Tuesday, November 5, 2013

Distinguishing Strange Fire from a True Work of the Spirit (Part 5)

Today we turn to consider the sure marks and evidences of a work of the Holy Spirit. Edwards used 1 John 4 as his text and confined his marks of a true work to that text. We will consider those marks from 1 John 4 with him. Let me remind you of the command to be cautious and to "test" claims of a work of the Spirit. Let's be careful to remember that we are not quenching the Spirit, nor being cynical, when we are cautious and test claims. Instead we are being obedient to a direct command.

Beloved, do not believe every spirit, but test the spirits to see whether they are from God, for many false prophets have gone out into the world.~1 John 4:1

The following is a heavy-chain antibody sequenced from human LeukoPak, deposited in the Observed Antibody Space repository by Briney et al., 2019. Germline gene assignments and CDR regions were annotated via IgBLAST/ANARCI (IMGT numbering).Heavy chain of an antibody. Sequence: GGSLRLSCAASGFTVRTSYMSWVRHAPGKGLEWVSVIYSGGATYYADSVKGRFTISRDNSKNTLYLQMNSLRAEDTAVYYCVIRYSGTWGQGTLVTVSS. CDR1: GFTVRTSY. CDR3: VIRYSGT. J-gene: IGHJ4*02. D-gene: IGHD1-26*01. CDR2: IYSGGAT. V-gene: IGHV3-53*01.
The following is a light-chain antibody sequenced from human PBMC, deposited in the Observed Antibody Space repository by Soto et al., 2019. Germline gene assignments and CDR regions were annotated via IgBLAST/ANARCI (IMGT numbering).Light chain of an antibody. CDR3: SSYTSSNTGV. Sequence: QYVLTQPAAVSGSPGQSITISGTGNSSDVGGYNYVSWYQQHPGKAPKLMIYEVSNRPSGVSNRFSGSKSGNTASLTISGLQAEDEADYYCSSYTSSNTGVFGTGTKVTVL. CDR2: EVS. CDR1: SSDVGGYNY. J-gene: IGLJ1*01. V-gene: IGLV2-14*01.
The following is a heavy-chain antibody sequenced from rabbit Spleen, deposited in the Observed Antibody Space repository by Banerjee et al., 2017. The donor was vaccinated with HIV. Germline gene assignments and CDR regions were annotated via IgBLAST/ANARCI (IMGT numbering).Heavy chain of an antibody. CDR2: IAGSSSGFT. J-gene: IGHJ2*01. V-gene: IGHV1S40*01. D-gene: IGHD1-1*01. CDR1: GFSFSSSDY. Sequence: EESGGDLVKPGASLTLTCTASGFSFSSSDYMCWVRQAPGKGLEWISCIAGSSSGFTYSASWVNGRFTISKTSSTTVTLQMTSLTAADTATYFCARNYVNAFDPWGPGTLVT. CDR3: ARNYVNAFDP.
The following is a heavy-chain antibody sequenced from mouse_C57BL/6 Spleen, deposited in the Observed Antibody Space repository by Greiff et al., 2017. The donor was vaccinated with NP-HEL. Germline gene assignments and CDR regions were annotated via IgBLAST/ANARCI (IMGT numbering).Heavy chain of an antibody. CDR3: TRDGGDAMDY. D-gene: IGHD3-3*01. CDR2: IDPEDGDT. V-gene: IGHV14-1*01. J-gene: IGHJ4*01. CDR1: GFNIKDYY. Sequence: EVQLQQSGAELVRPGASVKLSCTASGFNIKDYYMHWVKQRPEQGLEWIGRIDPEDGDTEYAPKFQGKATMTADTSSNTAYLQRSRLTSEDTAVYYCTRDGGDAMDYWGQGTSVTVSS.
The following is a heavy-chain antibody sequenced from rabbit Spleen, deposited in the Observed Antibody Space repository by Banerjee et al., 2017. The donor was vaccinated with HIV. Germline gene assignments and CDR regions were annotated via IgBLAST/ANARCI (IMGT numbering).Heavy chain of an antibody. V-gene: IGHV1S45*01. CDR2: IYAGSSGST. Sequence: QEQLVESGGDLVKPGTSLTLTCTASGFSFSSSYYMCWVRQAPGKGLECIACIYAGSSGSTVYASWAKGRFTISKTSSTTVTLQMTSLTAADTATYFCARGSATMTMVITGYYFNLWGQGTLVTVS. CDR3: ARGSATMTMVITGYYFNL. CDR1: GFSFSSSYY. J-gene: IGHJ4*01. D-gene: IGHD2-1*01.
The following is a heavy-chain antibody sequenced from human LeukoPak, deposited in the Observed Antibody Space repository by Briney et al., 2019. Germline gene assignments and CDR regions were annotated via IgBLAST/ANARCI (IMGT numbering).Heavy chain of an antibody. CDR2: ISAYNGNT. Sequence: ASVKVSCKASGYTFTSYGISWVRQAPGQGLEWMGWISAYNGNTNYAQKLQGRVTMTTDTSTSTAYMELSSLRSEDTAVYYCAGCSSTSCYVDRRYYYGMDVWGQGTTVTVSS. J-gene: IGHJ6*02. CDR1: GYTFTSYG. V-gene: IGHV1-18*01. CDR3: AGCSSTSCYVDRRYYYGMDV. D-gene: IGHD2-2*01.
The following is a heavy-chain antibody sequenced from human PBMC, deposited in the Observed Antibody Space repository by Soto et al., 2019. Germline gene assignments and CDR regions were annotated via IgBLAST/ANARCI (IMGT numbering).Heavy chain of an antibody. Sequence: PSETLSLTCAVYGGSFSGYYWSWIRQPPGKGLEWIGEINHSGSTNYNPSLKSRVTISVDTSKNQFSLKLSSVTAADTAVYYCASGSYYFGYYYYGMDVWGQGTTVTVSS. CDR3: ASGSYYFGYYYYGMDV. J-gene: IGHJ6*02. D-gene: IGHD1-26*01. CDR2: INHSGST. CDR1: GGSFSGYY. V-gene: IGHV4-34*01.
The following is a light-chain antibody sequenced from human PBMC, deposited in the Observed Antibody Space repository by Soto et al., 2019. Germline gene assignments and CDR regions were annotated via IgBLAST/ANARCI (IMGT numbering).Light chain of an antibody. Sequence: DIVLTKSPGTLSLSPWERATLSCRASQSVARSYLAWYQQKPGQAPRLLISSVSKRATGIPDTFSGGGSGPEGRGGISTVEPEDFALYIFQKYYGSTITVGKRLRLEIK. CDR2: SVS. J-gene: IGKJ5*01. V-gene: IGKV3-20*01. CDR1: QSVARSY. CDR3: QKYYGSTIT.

Mark 1~ "When the operation is such as to raise their esteem of that Jesus who was born of the Virgin, and was crucified without the gates of Jerusalem; and seems more to confirm and establish their minds in the truth of what the gospel declares to us of his being the Son of God, and the Saviour of men; is a sure sign that it is from the Spirit of God." Edwards points to this mark of a true work of the Spirit from 1 John 4:2-3. When a claimed work of the Spirit of God is such as to "convince them of Christ, and lead them to him--to confirm their minds in the belief of the history of Christ as he appeared in the flesh--and that he is the Son of God, and was sent of God to save sinners; that he is the only Saviour, and that they stand in great need of him; and if he seems to beget in them higher and more honourable thoughts of him than they used to have, and to incline their affections more to him; it is a sure sign that it is a true and right Spirit."